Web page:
Whether it’s watching on opening day, or being secretly introduced by an older sibling because we weren’t quite old enough yet, it seems like everyone has a momentous, life altering story behind how they came across some of their favorite movies.
While I fell absolutely in love with The Monster Squad when I first watched it, I still wish I had a better story to tell about how it came into my life so that it makes better sense when I express what it means to me. The truth is I was already an adult when I first watched The Monster Squad, deciding to pop it in on an average day in 2012, not being really aware of the huge family of fans that it had already cultivated. I knew I would like it, but I never fully anticipated that it would eventually reveal the perfect example of what communities of people who love the same movie can (and should) be. In the same way, I had a wildly personal experience watching Wolfman's Got Nards this week at Popcorn Frights Film Festival. The documentary, while being primarily about The Monster Squad, is even more so about the visceral love of horror and movies that creates a profound solidarity between people.
On its surface, Wolfman's Got Nards does exactly what any solid documentary sets out to do – it provides wonderful insight on the topic at hand and will teach every person who watches it something new. Again, having seen it later in my own life, there were so many new things I learned about The Monster Squad from watching this documentary. There is a portion, for instance, that discusses the monster designs as well as some of the roadblocks faced during that process that gave me an entirely new appreciation for the way the gang of monsters looked. Still, even the most well-informed fan will gain something from Wolfman's Got Nards because it has so much to offer both as an informative piece on a movie and an exceptionally emotional portrait of fandom. The documentary, directed by Monster Squad star André Gower, provides engaging interviews with those involved in the making of the 1987 cult classic—including co-writer/director Fred Dekker and co-writer Shane Black. But the film’s greatest strength is when it sits down with people who simply adore the film for the same amount of time and takes their insight just as seriously as those who participated in making it. This is particularly special as it proves that while the documentary is vastly informative, its real goal is to reveal the transformative, deeply meaningful relationships that beloved films are capable of creating between these movies, their creators, and the people who admire them so completely.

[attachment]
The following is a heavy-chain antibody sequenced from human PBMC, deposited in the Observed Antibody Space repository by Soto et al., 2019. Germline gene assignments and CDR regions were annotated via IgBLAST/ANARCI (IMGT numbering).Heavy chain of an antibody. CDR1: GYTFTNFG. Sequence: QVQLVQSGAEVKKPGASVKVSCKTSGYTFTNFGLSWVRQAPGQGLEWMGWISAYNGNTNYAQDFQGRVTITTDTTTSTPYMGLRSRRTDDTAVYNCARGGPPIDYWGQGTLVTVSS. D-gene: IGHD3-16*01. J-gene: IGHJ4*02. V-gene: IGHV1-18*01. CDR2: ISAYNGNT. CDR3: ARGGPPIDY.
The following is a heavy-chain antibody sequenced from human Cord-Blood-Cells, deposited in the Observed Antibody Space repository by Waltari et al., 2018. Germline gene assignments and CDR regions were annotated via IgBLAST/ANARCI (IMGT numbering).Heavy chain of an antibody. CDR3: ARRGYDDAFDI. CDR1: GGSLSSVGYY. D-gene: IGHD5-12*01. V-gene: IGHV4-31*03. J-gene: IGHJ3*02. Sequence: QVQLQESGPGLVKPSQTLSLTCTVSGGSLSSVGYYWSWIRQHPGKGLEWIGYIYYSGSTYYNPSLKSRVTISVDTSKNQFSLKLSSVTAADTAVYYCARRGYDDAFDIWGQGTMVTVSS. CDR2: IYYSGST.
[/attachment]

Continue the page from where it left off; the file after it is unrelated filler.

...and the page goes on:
I was a little worried about Wolfman's Got Nards because its topic was so specific, I didn’t know that it could be entertaining to people who have either never seen The Monster Squad or those who like it fine but aren’t necessarily “fans.” To me, a good documentary (much like other films) is compelling to everyone, including those who may not be familiar with its subject. Fortunately, Wolfman's Got Nards absolutely achieves that. It somehow manages to be about a specific movie while also using it as a tool to briefly discuss so many other interesting things, including the filmmaking and distribution process, the cast’s personal relationships to the movie, and the aforementioned phenomenon that is being part of a family of fans. One of the film’s highlights is a conversation with Fred Dekker in which he discusses his own relationship with The Monster Squad. He describes it as being intricate in ways that are not all positive because of the major disconnect between the time of the film’s release and when it became a success. He acknowledges that he wishes he had a more ideal response, but I find that his was perfectly interesting and telling about the complexities that are involved with making and loving art.
Gower’s documentary reminded me exactly why it is I drive hours and hours to catch screenings of movies that are as special as it proved to be. It is for the incomparable feeling of being among other people who get “it” the way the creators of this documentary clearly do. The film celebrates celebration, and really blurs the lines between filmmaker and fan into one film-loving family. Wolfman's Got Nards is charming in every conceivable way and it will make better fans out of all of us for having watched it.
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